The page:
Should the government have a key to the front door of your house? Should it make the locks easier to pick? After all, if law enforcement doesn’t have access to potential lawbreakers, anti-social activities become more difficult to detect. Dangerous sociopaths can design a weapon of mass destruction or partake of illegal substances in the comfort of their living rooms. Enquiring law enforcement minds would benefit from less tedious restrictions on surveillance, as well as more voluntary cooperation from the American public. True patriots may wish to install government accessible cameras at home to prove that they have nothing to hide.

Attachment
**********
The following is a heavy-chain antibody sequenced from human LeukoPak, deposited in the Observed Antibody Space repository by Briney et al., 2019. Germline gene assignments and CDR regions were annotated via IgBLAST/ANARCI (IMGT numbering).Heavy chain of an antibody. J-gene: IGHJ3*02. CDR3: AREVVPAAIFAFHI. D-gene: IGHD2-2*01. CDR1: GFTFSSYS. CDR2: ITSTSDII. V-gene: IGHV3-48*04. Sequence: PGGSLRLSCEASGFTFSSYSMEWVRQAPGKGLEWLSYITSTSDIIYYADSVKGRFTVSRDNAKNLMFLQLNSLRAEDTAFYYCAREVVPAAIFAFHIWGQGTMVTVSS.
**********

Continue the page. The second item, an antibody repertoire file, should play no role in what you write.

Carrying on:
A national program to store house keys with the Federal Bureau of Investigation and install video cams on household walls isn’t in the cards yet, but the Clinton administration is pushing new invasions of personal privacy in computer data and communications. The FBI wants a key system that would allow the government to read encrypted data and communications, as well as other restrictions on encryption technology. This technology is used to safeguard sensitive data stored on computers or transmitted on the Internet. It is of interest not only to the criminal class, but also those honest citizens who prefer that their credit card numbers and health care records not be readily available on the Net, or are otherwise not as ready to share details about their personal life as Netizens Pamela Anderson Lee and her former husband Tommy Lee.

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